The insurance policy will usually state that a claimant must remain under the care of and follow the advice of a medical practitioner. For this reason, it is essential that you continue to see your doctor. And this means not just seeing your allied health professional on a regular basis, but also your doctor.

Potential implications for your TPD or income protection claim if you have not received medical treatment

There are circumstances where a claimant may not have been receiving treatment leading up to ceasing work or for many months afterwards.

This does not automatically preclude a TPD claim from being lodged or from being successful. But it does present challenges.  

An insurance company is entitled to investigate the assertion that you stopped working at a particular time because of injury or illness. This can be difficult to prove if you were not under the treatment of a doctor when you stopped working.

This is a complicated area and one that is not easily condensed into an internet blog. If you’re having issues related to the medical evidence for your TPD or income protection claim, you should contact us for free advice.

Need help? Call our FREE advice line: 03 9448 8048

Consider this scenario

Somebody stops working and then some months later is diagnosed with schizophrenia. Schizophrenia does not develop overnight, and one of the characteristics of the illness is to avoid medical treatment.

When that person then lodges a TPD claim, it becomes necessary to prove that the person’s condition was disabling at the time they stopped work, and it is their condition (schizophrenia) that was the reason they did not seek medical treatment at the relevant time.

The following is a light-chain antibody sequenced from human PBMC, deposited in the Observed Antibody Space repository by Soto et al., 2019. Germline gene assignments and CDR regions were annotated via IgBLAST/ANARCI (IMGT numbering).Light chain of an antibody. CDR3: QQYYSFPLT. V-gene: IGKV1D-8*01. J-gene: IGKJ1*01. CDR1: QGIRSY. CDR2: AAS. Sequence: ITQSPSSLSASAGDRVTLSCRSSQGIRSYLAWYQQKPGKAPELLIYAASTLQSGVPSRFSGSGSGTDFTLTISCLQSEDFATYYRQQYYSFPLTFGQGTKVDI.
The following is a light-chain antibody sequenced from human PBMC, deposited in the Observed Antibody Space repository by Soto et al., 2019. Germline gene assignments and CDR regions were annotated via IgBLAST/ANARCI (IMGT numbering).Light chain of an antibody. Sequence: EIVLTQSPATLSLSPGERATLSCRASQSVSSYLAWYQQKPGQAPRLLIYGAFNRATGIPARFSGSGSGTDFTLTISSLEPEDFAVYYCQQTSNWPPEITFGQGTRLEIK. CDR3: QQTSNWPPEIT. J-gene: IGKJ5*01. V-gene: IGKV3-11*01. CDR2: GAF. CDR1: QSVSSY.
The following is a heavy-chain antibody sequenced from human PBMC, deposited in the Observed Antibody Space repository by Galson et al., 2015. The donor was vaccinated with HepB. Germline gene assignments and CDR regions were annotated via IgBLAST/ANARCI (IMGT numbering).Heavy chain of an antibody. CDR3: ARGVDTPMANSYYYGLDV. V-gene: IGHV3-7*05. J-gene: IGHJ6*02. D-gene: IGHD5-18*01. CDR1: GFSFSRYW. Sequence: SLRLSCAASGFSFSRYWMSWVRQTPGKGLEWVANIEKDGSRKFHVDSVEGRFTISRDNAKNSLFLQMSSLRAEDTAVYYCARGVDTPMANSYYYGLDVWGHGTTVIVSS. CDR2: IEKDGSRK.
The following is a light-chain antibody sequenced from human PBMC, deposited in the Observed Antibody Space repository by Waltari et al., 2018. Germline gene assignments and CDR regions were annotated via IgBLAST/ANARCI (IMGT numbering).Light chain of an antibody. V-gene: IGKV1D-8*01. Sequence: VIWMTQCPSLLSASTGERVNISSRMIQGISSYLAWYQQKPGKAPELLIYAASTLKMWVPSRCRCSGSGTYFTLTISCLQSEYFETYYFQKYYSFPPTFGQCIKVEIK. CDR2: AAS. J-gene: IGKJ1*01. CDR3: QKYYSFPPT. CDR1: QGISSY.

This is not an impossible argument to win, but it is an argument that requires careful development.

Anytime medical evidence is difficult to obtain at or around the time a person stops working, an insurer will have no problems rejecting that TPD claim.

Get help from a TPD and income protection lawyer

If you’ve stopped work, whether permanently or temporarily, due to injury or illness, you should lodge a TPD claim for benefits. Although the claims process may look relatively straightforward, there can be many tricks and traps that TPD claimants face. If you’re unfamiliar with the process, this can lead to significant delays and rejected claims.

At Berrill & Watson, our team has extensive experience in winning TPD claims. We provide free advice, "no win no fee" and no upfront fees.

Contacting Berrill & Watson

📞 Melbourne: 03 9448 8048

📞 Brisbane: 07 3013 4300

📞 Anywhere else in Australia:  03 9448 8048

📧 [email protected]

How we charge

We are Australia's best-value superannuation/insurance law firm. Other law firms charge nearly double (& sometimes more than double) what we charge. So, if you get a quote from them, or have a cost agreement, ask us what we will charge you.